[JavaScript] Java programmers! You can understand JavaScript closures very easily!

About this article

Purpose of this article

I would like to explain the technology of JavaScript closure from a different perspective. Since Java is used for the explanation, basic knowledge of Java (that is, class definition and new knowledge) is required.

Target person

――I've read and heard various explanations about closures, but I'm not sure. Or I don't understand at all. But with Java, you know a little? How is it?

What is a closure?

Then it is from the conclusion immediately. What is a closure?

Do you say Is that okay? What is a closure?

** A class with only one method (like a mon) **

Oh my god. I told you. I will explain more than I said.

Example: counter

It's quick, but I'd like to start with an example. Closure descriptions often have an example of "let's make a counter!". I don't think this is wrong as an example, so I will explain using the counter as an example here as well. Below is an example of a counter implemented in a closure!

            //Make a closure
function createCounter() {  //Closure to make a counter
    var count=0;            //A variable that stores the value of the counter

    return function() {     //Function declaration inside a function
        return ++count;     //Increase the value of the counter and then return

I see. I don't know. JavaScript has a similar grammar to Java, but it's different. .. ..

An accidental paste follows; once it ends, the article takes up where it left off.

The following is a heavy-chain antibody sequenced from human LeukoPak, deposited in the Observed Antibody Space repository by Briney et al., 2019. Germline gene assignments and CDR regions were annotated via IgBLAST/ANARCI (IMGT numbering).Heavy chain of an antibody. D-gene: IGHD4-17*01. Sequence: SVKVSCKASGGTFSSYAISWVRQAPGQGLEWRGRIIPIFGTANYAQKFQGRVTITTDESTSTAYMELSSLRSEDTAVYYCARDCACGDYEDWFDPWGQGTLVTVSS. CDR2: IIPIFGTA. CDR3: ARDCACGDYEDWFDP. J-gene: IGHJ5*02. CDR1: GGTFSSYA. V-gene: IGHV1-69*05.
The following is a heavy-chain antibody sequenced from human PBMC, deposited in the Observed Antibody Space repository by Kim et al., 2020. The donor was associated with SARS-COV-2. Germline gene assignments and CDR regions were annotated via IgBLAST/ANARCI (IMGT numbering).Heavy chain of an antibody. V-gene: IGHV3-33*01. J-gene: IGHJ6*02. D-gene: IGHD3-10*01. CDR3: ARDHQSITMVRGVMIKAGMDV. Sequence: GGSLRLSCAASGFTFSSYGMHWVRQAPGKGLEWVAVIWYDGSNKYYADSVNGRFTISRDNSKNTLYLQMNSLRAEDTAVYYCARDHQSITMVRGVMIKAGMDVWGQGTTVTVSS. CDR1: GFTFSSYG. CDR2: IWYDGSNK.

Let's see how to use it without knowing it.

            //Use closures
var cntA=createCounter();            //Creating counter A
console.log(cntA());                    //1 is displayed first
console.log(cntA());                    //Then 2 is displayed
console.log(cntA());                    //Then 3 is displayed

var cntB=createCounter();            //Creating counter B
console.log(cntB());                    //1 is displayed first
console.log(cntB());                    //Then 2 is displayed
console.log(cntB());                    //Then 3 is displayed



Hmm. .. .. ...... I don't know what closure means. I think that.

Let's take a second look and rewrite this in Java. Then it's really easy. I think, "What? Is that all that?", So seriously.

Java example

Now, let's create the exact same thing (that is, the counter class) in Java. Let's go? This is an example of Java!

class Counter            //Counter class
  private int count;      //Field containing the value of the counter